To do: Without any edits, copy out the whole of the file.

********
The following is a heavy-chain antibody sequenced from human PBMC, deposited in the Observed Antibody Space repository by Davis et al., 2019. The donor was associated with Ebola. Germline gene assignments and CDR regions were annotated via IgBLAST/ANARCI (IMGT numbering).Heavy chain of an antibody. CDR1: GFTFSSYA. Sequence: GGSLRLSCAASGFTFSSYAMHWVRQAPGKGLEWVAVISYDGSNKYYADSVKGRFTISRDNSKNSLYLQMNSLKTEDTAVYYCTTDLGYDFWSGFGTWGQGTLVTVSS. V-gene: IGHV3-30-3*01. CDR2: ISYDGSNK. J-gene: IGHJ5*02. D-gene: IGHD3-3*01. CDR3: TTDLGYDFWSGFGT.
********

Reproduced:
The following is a heavy-chain antibody sequenced from human PBMC, deposited in the Observed Antibody Space repository by Davis et al., 2019. The donor was associated with Ebola. Germline gene assignments and CDR regions were annotated via IgBLAST/ANARCI (IMGT numbering).Heavy chain of an antibody. CDR1: GFTFSSYA. Sequence: GGSLRLSCAASGFTFSSYAMHWVRQAPGKGLEWVAVISYDGSNKYYADSVKGRFTISRDNSKNSLYLQMNSLKTEDTAVYYCTTDLGYDFWSGFGTWGQGTLVTVSS. V-gene: IGHV3-30-3*01. CDR2: ISYDGSNK. J-gene: IGHJ5*02. D-gene: IGHD3-3*01. CDR3: TTDLGYDFWSGFGT.